Some of the classic holiday cookies were there with a twist, like chocolate fudge cookies with almond and irish cream (I called the Chocolate Crackles, but I’ve heard them called Chocolate Crinkles as well), festive yuletide toffee bars, and the chewy molasses ginger cookies.
Chocolate was definitely present with a number of chocolate cookies like the aforementioned chocolate chip cookies as well as the double chocolate shortbread with sea salt, brownies with mint frosting and a mint chocolate “grasshopper” bar. There were a few oatmeal cookies as well as some lovely melt in your mouth shortbreads.
And, of course, there were some great “healthier” cookies like the sand cookies made from the book Good to the Grain by Kim Boyce (anyone interested in baking with different flours than just all purpose white flour should check out that book. It’s awesome). My pal Nimisha of Club Dine In totally brought a healthy cookie too, a pistacchio chocolate cookie which was totally not healthy tasting! Ha! She said that she hadn’t baked a cookie in about 10 years, so I was pretty impressed with the outcome!
I met some pretty awesome people there and some of them even helped us clean up the space after everyone left (Thanks Barbara Koh! You rock!). All in all it was a super successful cookie swap and everyone left with some amazing cookies to take home and enjoy! The gift that keeps on giving I guess!
My cookies were totally gone halfway through the event. I thought about making a new batch for AJ and my annual holiday party (another post for another time) but in the end I never got to them again. But there totally going in my arsenal of cookie recipes, because not only do they look fantastic, but they taste pretty darn good too!
As for the next 18 Reasons DIY Dessert event, it will be held on the evening of Thursday, January 13th between 7 and 9 pm. The theme is Something New! Since it’s the New Year, we want everyone to bake something they haven’t baked before! Everyone’s scared to bake a new recipe for the first time. Now you can use that night as safe place to share your new concoction (good or bad!) and get advice and friendly feedback from others about your results!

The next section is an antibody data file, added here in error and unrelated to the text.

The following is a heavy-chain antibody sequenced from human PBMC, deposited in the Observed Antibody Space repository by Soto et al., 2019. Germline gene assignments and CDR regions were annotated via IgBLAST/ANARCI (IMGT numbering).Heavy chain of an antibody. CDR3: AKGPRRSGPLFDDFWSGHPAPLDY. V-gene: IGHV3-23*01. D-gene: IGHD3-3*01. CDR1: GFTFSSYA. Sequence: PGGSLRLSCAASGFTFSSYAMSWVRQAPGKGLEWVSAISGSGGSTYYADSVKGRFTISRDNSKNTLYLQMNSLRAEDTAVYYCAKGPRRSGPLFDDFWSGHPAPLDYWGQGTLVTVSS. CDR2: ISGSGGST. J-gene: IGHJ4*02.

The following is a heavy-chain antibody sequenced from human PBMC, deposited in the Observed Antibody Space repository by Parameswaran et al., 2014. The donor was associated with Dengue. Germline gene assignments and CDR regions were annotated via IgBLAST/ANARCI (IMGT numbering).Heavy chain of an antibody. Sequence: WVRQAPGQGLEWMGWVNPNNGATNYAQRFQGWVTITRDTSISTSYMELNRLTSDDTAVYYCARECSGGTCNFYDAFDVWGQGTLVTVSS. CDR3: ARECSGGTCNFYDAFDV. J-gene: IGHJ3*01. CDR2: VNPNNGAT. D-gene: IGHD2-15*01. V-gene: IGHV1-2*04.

If you have any questions about baking a new dish, or need hints or tips, feel free to post a comment or email me and I’ll respond back as soon as I can. Hope to see you guys there!
Pain d’Épice Cookies
These cookies are adapted from Leite’s Culinaria, who in turn got them from The Gourmet Cookie Book. They were inspired by Pain d’Épice bread, which is a traditional French holiday bread that is traditionally made with honey and rye flour (you can check out David Lebovitz’ recipe for it).
I’ve adapted it to create a cookie somewhere between a shortbread and a soft cakey cookie, one that has a bit of a dense bite when you put it in your mouth, but then crumbles and fall apart all over your tongue. They are fairly delicate so when you glaze them you’ll want to be careful that the glaze isn’t too thick, or else the cookie stick in the glaze and fall apart. The cookies look more complicated to make than they really are, it’s just they have a few unique ingredients that you might not have in your pantry. But trust me they are worth getting.
The cookie dough also needs at least 8 to 12 hours rest in the fridge for the flours to hydrate and the spice flavors to deepen. Keep that in mind.
Pain d’Épice Cookie
140 g graham flour
105 g rye flour
35 g buckwheat flour
35 g mesquite flour
1 tsp baking powder
1 tsp ground all spice
1 tsp ground cinnamon
1 tsp ground ginger
3/4 tsp ground or grated nutmeg
3/4 tsp sea salt
finely grated zest of 1 medium lemon
1 cup (2 sticks) of unsalted butter at room temperature
96 g of dark brown sugar
2 Tbsp honey (I liked using a robust local raw honey blend)
1 tsp vanilla extract
1. Place the flours, baking powder, spices, salt and lemon zest in a medium bowl and whisk them together until they look uniform in color.